organization were not as plentiful as one would desire. It was amazing how different the

                    position looked when you are not occupying the position, sort of like being an arm chair

                    quarterback playing the football game from the chair or couch at home rather than on the field during the game. Thinking, desiring, hoping, wanting, and wondering how I could make a positive impact on my organization, I stayed up most of the previous night preparing for the morning executive committee meeting. Because of serious financial difficulties I planned to make major recommendations to the board.  The organization was challenged financially with major financial deficits and the fiscal obligations at that time seemed almost insurmountable and impossible to overcome.  In addition to improving the overall functional services of the treasury department, I had been elected to resolve the financial issues related to the fiscal operations of the organization.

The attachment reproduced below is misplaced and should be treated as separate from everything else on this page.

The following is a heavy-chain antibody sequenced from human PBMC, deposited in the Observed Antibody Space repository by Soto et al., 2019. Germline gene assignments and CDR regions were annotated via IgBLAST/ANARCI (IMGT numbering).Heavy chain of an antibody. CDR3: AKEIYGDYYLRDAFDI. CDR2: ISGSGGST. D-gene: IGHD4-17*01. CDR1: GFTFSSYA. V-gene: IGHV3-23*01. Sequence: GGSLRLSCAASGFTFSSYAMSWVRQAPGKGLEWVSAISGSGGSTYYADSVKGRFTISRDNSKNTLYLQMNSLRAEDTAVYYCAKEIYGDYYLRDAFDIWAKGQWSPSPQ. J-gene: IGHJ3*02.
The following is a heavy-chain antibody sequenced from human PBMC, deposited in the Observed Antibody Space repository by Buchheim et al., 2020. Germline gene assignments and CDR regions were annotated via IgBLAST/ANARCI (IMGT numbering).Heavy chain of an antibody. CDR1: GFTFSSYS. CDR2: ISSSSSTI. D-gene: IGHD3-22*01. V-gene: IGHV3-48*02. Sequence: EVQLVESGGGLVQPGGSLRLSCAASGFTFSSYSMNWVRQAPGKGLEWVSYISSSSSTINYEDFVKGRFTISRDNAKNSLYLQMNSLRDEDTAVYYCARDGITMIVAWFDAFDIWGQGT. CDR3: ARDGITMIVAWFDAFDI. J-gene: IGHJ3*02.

The board meeting that morning was filled with different agendas, agendas that in 

                    my mind were not as important as addressing the financial issues of the organization.  In

                    the meeting, with rising tones and captivating non-verbal actions and displays, I

                    communicated my sense of urgency as the chief financial officer of the organization. 

                    This perspective coming from me may have been more critical as treasurer, rather